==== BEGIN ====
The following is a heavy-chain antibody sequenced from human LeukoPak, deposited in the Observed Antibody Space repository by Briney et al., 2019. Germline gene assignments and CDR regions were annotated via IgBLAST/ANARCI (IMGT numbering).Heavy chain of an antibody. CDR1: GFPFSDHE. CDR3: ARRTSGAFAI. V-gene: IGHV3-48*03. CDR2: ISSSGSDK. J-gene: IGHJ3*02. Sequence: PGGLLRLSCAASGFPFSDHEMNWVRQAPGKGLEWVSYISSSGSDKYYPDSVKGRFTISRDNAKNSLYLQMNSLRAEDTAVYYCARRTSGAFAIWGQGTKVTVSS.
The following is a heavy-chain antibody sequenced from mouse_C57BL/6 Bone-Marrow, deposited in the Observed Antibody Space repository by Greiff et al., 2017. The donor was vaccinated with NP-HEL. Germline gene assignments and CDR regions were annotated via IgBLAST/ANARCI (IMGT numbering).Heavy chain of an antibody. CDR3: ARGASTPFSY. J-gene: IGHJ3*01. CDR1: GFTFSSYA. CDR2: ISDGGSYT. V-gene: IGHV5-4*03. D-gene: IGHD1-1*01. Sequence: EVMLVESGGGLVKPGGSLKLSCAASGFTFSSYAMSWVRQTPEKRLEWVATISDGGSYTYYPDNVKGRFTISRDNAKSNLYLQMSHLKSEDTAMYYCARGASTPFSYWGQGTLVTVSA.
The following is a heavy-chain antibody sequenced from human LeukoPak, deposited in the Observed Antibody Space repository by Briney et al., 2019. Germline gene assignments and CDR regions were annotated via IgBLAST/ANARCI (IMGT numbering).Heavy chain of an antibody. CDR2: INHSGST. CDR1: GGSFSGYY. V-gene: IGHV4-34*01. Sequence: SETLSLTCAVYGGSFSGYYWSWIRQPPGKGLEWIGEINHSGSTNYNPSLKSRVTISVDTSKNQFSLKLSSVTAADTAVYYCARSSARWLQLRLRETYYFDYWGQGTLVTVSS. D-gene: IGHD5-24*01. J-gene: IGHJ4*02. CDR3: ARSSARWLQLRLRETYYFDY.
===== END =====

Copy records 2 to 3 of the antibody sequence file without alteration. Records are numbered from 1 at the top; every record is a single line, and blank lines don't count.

The following is a heavy-chain antibody sequenced from mouse_C57BL/6 Bone-Marrow, deposited in the Observed Antibody Space repository by Greiff et al., 2017. The donor was vaccinated with NP-HEL. Germline gene assignments and CDR regions were annotated via IgBLAST/ANARCI (IMGT numbering).Heavy chain of an antibody. CDR3: ARGASTPFSY. J-gene: IGHJ3*01. CDR1: GFTFSSYA. CDR2: ISDGGSYT. V-gene: IGHV5-4*03. D-gene: IGHD1-1*01. Sequence: EVMLVESGGGLVKPGGSLKLSCAASGFTFSSYAMSWVRQTPEKRLEWVATISDGGSYTYYPDNVKGRFTISRDNAKSNLYLQMSHLKSEDTAMYYCARGASTPFSYWGQGTLVTVSA.
The following is a heavy-chain antibody sequenced from human LeukoPak, deposited in the Observed Antibody Space repository by Briney et al., 2019. Germline gene assignments and CDR regions were annotated via IgBLAST/ANARCI (IMGT numbering).Heavy chain of an antibody. CDR2: INHSGST. CDR1: GGSFSGYY. V-gene: IGHV4-34*01. Sequence: SETLSLTCAVYGGSFSGYYWSWIRQPPGKGLEWIGEINHSGSTNYNPSLKSRVTISVDTSKNQFSLKLSSVTAADTAVYYCARSSARWLQLRLRETYYFDYWGQGTLVTVSS. D-gene: IGHD5-24*01. J-gene: IGHJ4*02. CDR3: ARSSARWLQLRLRETYYFDY.